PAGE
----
The government has announced several measures to support businesses impacted by coronavirus (COVID-19) in the latest Budget. These include a statutory sick pay relief package for SMEs, small business grant funding for businesses who receive Small Business Rates Relief (SBRR), a Coronavirus Business Interruption Loan Scheme, and the HMRC Time To Pay Scheme. New legal powers will be brought forward in the coronavirus bill, enabling the government to offer "whatever further financial support we think necessary to businesses".
Legislation will be brought forward to allow small- and medium-sized businesses and employers to reclaim two weeks’ worth of Statutory Sick Pay (SSP) for each employee who has been off work and claimed SSP due to coronavirus. Businesses with fewer than 250 employees will be eligible for the scheme. Businesses need to keep records of staff absences and payments of SSP due to coronavirus, but employees will not need to provide a note from their GP. The eligibility period will begin the day after the regulations come into force and the government will work with businesses to set up a repayment system as soon as possible.
The government will provide funding to local authorities to give small businesses additional support. Businesses that are currently eligible for Small Business Rate Relief (SBRR) or Rural Rate Relief will be eligible for a one-off grant of £10,000 to help meet ongoing business costs.
A coronavirus Business Interruption Loan Scheme, delivered by the British Business Bank, will help businesses access bank lending and overdrafts. The Scheme will support loans of up to £5 million, and businesses will be able to access the first twelve months of that finance interest-free, as the Government will cover the first twelve months of interest payments.
A new coronavirus Job Retention Scheme will help any employer in the country to cover most of the wages of employees who aren’t working but are being kept on payroll rather than being laid off. The government pledged grants of “80% of the salary of retained workers up to a total of £2,500 a month” - an income above the median range. Wages backdated to the 1st March will be covered by the scheme and will be open for three months, with the possibility of an extension.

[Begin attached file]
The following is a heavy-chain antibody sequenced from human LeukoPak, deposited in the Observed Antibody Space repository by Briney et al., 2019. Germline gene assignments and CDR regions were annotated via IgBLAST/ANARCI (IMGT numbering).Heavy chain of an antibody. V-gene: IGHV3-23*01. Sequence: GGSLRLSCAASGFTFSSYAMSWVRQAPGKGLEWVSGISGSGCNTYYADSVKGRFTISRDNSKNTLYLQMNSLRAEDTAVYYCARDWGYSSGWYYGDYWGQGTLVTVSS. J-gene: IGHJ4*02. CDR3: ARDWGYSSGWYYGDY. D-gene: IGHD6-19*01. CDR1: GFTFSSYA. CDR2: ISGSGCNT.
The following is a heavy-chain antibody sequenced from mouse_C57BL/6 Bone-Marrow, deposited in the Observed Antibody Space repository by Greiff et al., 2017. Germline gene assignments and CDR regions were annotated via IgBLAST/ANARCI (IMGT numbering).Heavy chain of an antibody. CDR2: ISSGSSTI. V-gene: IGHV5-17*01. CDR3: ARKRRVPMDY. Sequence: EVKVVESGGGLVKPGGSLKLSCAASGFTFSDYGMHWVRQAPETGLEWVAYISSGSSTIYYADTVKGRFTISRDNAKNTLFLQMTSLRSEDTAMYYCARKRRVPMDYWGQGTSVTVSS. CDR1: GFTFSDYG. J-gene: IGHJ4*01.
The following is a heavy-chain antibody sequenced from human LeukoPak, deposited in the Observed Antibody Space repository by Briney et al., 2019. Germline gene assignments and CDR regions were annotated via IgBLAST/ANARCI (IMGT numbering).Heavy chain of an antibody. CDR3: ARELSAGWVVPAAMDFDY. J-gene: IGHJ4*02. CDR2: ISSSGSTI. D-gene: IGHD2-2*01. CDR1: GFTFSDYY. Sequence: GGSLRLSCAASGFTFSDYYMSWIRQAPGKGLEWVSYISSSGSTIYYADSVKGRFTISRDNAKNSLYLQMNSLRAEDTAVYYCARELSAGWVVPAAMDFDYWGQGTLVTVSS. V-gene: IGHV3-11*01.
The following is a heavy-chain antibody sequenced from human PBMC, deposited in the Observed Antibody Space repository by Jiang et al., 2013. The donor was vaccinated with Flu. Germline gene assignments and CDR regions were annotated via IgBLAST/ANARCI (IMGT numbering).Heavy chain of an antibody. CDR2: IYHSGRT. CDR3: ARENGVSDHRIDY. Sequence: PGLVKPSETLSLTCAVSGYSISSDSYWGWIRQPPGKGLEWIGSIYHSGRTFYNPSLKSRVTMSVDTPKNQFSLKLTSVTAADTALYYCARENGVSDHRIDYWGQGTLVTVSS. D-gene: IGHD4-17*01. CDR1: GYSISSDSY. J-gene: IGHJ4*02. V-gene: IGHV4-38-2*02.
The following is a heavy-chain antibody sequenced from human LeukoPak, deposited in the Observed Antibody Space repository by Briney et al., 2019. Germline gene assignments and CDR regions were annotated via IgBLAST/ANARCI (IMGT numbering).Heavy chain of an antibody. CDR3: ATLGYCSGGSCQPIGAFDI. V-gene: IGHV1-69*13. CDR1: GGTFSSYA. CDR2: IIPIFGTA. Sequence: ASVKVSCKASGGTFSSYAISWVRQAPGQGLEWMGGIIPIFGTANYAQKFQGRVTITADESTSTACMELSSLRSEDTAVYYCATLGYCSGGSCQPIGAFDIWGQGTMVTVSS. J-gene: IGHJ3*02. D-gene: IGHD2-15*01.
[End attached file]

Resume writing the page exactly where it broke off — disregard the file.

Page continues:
Mortgage lenders have agreed they will support customers that are experiencing issues with their finances as a result of the pandemic, through payment holidays of up to three months. This has been extended to Buy to Let mortgages, to help landlords with tenants in financial difficulties due to coronavirus.
Letting agencies that have had to close to limit the spread of COVID-19 will be exempt from business rates for the 2020-2021 financial year. Eligible businesses will be sent a new bill by their local authority, giving them the 100% discount. Businesses that have already started to make payments will be refunded.
Businesses that are in financial distress and have outstanding tax liabilities may be eligible for support through HMRC’s Time To Pay service. This support is agreed on a case-by-case basis. If you’re worried about being able to pay tax because of coronavirus, call HMRC’s helpline on 0800 0159 559.
The government has also announced further measures to defer VAT payments for all businesses until the end of June, with an extension until the end of the financial year to then repay those bills.
This article is based on the government’s guidance, COVID-19: support for businesses. It is intended as a guide only, is not exhaustive, and should not be considered legal advice. For more information on the support available for businesses impacted by coronavirus, visit gov.uk.
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